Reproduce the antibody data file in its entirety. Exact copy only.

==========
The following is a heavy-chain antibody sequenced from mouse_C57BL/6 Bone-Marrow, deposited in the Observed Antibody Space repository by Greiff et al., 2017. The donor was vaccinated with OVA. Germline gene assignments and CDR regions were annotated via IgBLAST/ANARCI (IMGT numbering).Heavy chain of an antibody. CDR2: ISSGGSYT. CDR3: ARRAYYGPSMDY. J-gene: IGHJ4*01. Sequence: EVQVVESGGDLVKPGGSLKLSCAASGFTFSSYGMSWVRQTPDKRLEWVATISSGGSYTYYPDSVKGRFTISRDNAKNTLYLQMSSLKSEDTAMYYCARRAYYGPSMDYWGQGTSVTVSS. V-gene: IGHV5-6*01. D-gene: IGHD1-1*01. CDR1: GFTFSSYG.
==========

The following is a heavy-chain antibody sequenced from mouse_C57BL/6 Bone-Marrow, deposited in the Observed Antibody Space repository by Greiff et al., 2017. The donor was vaccinated with OVA. Germline gene assignments and CDR regions were annotated via IgBLAST/ANARCI (IMGT numbering).Heavy chain of an antibody. CDR2: ISSGGSYT. CDR3: ARRAYYGPSMDY. J-gene: IGHJ4*01. Sequence: EVQVVESGGDLVKPGGSLKLSCAASGFTFSSYGMSWVRQTPDKRLEWVATISSGGSYTYYPDSVKGRFTISRDNAKNTLYLQMSSLKSEDTAMYYCARRAYYGPSMDYWGQGTSVTVSS. V-gene: IGHV5-6*01. D-gene: IGHD1-1*01. CDR1: GFTFSSYG.